Creative language, such as humour and wordplay, is all around us: every day we are amused by clever advertising slogans; our televisions and cinemas play an endless string of eloquent comedies; and literary critics write volumes on the wit of contemporary and classic authors. The ubiquity of creative language, and the constant need for creative professionals to analyze and translate it, would seem to make it a prime candidate for automatic language processing techniques such as machine translation. However, computers have tremendous difficulties in processing the vagaries of creative language. This is because they view anomalies, incongruities, and ambiguities in the input as things that must be resolved in favour of a single “correct” interpretation, rather than preserved and interpreted in their own right. But if computers cannot translate creative language on their own, can they at least provide specialized support to creative professionals, such as human translators of humour and wordplay?
The translation of wordplay is one of the most extensively researched problems in translation studies, but until now it has attracted little attention in the fields of artificial intelligence and language technology. In Computational Pun-derstanding, we will study how professional translators process wordplay, with particular attention to the tools, knowledge sources, and working processes they employ. We will then decompose these processes and look for parts that can be modelled computationally as part of an interactive, computer-assisted translation system. With this “machine-in-the-loop” paradigm, language technology will be applied only to those subtasks it can perform best, such as searching a large vocabulary space for translation candidates matching certain phonetic and semantic constraints. Subtasks that depend heavily on real-world background knowledge—such as selecting the candidate that best fits the wider humorous context—will be left to the human translator. To fulfill this ambitious vision, it will be necessary to develop innovative, interactive techniques for identifying instances of wordplay, interpreting and exploring their semantics, and generating target-language candidates that best preserve the ambiguity and humorousness of the original.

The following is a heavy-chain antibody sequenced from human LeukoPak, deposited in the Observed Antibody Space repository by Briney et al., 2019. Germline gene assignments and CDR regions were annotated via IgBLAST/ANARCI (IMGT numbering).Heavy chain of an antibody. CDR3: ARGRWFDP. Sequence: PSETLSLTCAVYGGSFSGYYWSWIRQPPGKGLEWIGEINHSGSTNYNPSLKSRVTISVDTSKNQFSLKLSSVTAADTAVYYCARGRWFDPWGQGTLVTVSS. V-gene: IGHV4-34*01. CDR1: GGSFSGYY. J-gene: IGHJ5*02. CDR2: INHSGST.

The project's scientific innovation lies in its connection of hitherto separate channels of research: linguistic theories of humour, computational representations and analyses of word meanings, manual translation of wordplay, and computer-assisted translation technologies. Besides providing new insights into the linguistic processes and translation strategies for wordplay, the research has the potential to significantly ease the burdens borne by professional translators in the processing of creative language, fostering creative solutions to unorthodox translation problems.